This will be the last time I talk about Alan Rickman, I can almost promise.
I’ve been getting on fine, mostly. Some moments of sadness catch me off guard, but that’s what life is good at. Then I discovered a whole slew of new interviews on YouTube I hadn’t seen, promoting his last film A Little Chaos (his last film technically is going to be Eye in the Sky, but he directed Chaos so it was a bigger deal). I watched two before realizing it was a mistake, when they both ended with speculating optimistically about his next projects. These had to be only weeks before his death. That was too hard for me.
But there was one thing to look forward to: lengthy articles or even an entire magazine issue in tribute to him. A detailed retrospective on his career, if not his life. Leonard Nimoy got one. Bowie got several (and counting; just saw a new one this weekend). One last big Rickman hurrah. That would be a comfort that I eagerly anticipated.
So I was confused when I saw online that Entertainment Weekly, which I’ve been subscribing to for years, put the new OJ Simpson show on the cover. Seriously? A tired retread of a phenomenon that I was sick to death of when it originally happened, and even less interested in 30 years later? I might understand if it was Star Wars, but it wasn’t. Surely it could have waited another week to give Alan some room?
The problem is my subscription is expiring soon, so I didn’t think anything of it when I didn’t actually receive the issue. “Good,” I thought viciously, “perfect time to cancel.” (This was after sending off another scathing letter to the editor about their appalling oversight (they must have quite the file on me by now).)
I gave it until the following week, when the cover featured an even less relevant story, to let the unbelievable idea set in that they really truly weren’t going to do anything for him. When I searched on eBay, all that came up was a handful of British papers with the headline and the OJ issue. There really wasn’t going to be any fucking thing else written about him.
Tery predicted this, but she has a long history of joking that no one else cares about him. But she was right, and man, did that hurt.
Don’t get me wrong, all my life I’ve been drawn to fairly obscure actors for inscrutable reasons. I don’t expect more than one or two Google hits when Jonathan Pryce dies (I’m very, very worried about him). But I thought Alan was a lot bigger than that.
Take Leonard Nimoy, the first of my weird fixations (as opposed to, say, Tom Cruise or Brad Pitt — “heartthrobs,” blech). I was thrilled when EW put out a special issue just for him upon his death, full of stories about his life before and after Trek, and ultra rare photos. It was perfect. But the man only had one role (which he played well and I loved him in it, but it was still just one role) and they managed to cobble that together. I felt surely Alan deserved at least as much.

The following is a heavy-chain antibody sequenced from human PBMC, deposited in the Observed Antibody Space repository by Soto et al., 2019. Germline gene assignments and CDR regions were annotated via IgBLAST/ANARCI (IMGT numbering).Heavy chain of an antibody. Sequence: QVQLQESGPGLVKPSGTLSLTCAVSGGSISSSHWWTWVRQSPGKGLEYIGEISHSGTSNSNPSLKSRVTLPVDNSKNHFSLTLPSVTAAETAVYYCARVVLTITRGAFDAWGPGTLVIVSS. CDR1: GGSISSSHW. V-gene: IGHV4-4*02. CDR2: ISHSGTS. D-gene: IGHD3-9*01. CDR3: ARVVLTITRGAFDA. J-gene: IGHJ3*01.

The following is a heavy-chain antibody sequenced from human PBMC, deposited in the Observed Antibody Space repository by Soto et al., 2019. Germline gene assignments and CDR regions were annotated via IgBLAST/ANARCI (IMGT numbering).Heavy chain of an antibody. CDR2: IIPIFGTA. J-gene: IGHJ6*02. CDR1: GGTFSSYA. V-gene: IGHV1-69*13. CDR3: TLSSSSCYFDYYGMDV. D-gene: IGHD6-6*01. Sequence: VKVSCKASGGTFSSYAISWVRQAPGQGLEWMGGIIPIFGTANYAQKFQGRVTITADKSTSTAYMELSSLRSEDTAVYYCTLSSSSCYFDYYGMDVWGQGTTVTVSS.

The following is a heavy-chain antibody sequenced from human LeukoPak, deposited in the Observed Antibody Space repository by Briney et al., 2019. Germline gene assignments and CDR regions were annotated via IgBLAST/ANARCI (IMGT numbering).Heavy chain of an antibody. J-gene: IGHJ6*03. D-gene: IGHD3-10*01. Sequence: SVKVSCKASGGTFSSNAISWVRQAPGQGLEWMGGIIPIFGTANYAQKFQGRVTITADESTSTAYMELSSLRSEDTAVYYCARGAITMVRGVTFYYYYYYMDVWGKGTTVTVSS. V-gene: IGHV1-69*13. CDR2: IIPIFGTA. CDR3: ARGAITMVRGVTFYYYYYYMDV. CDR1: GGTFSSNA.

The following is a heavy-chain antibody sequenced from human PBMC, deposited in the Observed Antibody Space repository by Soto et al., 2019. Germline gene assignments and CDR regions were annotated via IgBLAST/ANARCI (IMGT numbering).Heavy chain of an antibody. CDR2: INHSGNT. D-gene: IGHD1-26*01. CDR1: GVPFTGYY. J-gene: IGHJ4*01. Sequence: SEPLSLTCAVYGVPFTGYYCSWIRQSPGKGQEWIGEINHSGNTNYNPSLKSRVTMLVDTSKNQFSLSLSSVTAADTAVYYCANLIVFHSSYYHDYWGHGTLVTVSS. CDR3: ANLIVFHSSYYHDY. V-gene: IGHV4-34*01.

The closest actor I can think to compare him to is Nicolas Cage (who coincidentally I also had quite a thing for once). He’s had a long career, a few great movies, a lot of mediocre ones. But everyone knows who he is. Imagine when he dies not seeing his face on the cover of any magazines. That’s how I feel.
My friend D thinks Alan’s not as big over here because he’s British. You know who else is British? David Bowie. And it’s not as if Alan’s been lying low, he was in a pretty big deal of a film franchise about a very popular boy wizard, i.e. still busy for an actor in his 60’s.
So when I realized nothing else was forthcoming (because everyone who isn’t me won’t care about a moving tribute a month after his passing), I begrudgingly bought the OJ issue off eBay. It arrived today, along with the issue after OJ — which means my subscription isn’t quite up yet, which means they forgot to send me the issue with Alan. It’s almost like they’re making it personal.
I looked for the article. I turned page after page after page after page (it’s Oscar season! Which means twice the crap to schlep through), until I found it nearly at the back. A page and a half talking about how great he was in Die Hard, followed by the most rudimentary recital of the highlights of his IMDb page in paragraph form. Nothing about his death, nothing about his life, nothing about his childhood, his schooling, his political causes, his family. The remainder of the second page was taken up by movie stills from his best known films, probably the first Google Images hit for each. Nothing personal, no rare footage. You really went all out, didn’t you, EW? Why not just publish a link to his Wiki page and save all that ink?
To be fair, Alan was pretty private; not one for swanning about in the public eye. But to be even more fair, even the Facebook fan page I follow found an online album of him as a wee lad in his school repertory theater. You have to Google a little harder, EW.
But you know who ELSE has a dedicated tribute issue besides Bowie? John Wayne. Dead 36 years. TOTALLY relevant. VERY timely. Available on newsstands now! So I guess I have to wait 36 years for something on Alan?
Is this growing old? Watching the world move on from your interests and embrace increasingly dumb things like Kardashians and the Trial of Last Century? (Is the show going to reveal some shocking bit of missed evidence? Or just be a replay of what, in my memory, was an interminable media circus relieved only by one exciting moment involving a glove? Can you tell I really hate this thing already?) If so, I guess I’m officially a grumpy old woman (to be fair, the only new addition to that phrase is “old”).
I’m done, Entertainment Weekly. DONE. Except I just noticed next week you’ve got a Walking Dead spread with a special Norman Reedus cover…